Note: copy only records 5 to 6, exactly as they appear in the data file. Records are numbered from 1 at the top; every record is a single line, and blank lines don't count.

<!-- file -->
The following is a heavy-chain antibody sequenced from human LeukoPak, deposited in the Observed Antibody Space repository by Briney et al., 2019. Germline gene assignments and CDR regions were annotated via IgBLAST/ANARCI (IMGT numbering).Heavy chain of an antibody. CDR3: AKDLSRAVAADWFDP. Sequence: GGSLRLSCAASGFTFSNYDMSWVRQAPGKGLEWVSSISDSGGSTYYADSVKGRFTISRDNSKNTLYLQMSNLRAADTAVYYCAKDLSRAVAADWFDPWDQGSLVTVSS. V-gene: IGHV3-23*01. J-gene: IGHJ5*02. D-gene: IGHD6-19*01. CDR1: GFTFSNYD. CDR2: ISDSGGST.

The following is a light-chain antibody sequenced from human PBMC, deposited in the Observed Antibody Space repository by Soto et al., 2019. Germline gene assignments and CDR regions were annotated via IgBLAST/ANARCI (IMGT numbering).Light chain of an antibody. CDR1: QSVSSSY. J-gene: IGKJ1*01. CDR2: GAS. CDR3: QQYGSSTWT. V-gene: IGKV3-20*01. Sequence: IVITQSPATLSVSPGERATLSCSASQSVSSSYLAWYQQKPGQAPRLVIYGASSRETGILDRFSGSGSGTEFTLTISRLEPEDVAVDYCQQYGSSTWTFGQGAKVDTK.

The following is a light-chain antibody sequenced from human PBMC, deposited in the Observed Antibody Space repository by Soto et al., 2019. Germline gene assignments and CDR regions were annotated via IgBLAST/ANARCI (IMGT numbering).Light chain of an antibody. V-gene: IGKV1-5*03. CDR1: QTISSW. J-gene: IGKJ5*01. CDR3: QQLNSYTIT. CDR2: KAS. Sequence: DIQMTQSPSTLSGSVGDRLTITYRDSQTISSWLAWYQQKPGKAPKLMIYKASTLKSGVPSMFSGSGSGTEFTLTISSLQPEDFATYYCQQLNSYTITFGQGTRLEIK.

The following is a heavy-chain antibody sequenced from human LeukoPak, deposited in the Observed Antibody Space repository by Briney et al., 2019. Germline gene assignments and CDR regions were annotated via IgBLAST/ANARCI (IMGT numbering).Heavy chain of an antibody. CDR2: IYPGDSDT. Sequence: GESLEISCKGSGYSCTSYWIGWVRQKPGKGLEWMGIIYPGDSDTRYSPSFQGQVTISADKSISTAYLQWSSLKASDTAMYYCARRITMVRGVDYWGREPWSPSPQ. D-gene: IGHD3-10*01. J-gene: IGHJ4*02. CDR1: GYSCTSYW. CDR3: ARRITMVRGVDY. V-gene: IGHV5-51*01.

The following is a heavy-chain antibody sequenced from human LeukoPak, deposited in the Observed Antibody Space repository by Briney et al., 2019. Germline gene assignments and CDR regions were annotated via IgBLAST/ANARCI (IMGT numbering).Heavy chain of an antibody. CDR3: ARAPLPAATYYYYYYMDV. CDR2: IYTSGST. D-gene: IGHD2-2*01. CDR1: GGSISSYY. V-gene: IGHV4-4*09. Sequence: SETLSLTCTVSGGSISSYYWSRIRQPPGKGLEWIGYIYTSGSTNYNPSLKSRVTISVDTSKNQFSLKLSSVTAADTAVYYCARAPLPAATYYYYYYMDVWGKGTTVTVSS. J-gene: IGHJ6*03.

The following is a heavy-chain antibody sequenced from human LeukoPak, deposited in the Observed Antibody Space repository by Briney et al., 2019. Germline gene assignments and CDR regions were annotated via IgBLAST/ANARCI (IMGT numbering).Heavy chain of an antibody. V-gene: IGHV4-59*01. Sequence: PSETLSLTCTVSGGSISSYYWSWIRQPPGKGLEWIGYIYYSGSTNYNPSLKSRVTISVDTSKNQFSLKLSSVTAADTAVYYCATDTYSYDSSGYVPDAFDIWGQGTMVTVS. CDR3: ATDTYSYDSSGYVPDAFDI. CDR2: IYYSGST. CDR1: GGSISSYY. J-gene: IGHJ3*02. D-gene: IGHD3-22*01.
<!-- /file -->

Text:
The following is a heavy-chain antibody sequenced from human LeukoPak, deposited in the Observed Antibody Space repository by Briney et al., 2019. Germline gene assignments and CDR regions were annotated via IgBLAST/ANARCI (IMGT numbering).Heavy chain of an antibody. CDR3: ARAPLPAATYYYYYYMDV. CDR2: IYTSGST. D-gene: IGHD2-2*01. CDR1: GGSISSYY. V-gene: IGHV4-4*09. Sequence: SETLSLTCTVSGGSISSYYWSRIRQPPGKGLEWIGYIYTSGSTNYNPSLKSRVTISVDTSKNQFSLKLSSVTAADTAVYYCARAPLPAATYYYYYYMDVWGKGTTVTVSS. J-gene: IGHJ6*03.

The following is a heavy-chain antibody sequenced from human LeukoPak, deposited in the Observed Antibody Space repository by Briney et al., 2019. Germline gene assignments and CDR regions were annotated via IgBLAST/ANARCI (IMGT numbering).Heavy chain of an antibody. V-gene: IGHV4-59*01. Sequence: PSETLSLTCTVSGGSISSYYWSWIRQPPGKGLEWIGYIYYSGSTNYNPSLKSRVTISVDTSKNQFSLKLSSVTAADTAVYYCATDTYSYDSSGYVPDAFDIWGQGTMVTVS. CDR3: ATDTYSYDSSGYVPDAFDI. CDR2: IYYSGST. CDR1: GGSISSYY. J-gene: IGHJ3*02. D-gene: IGHD3-22*01.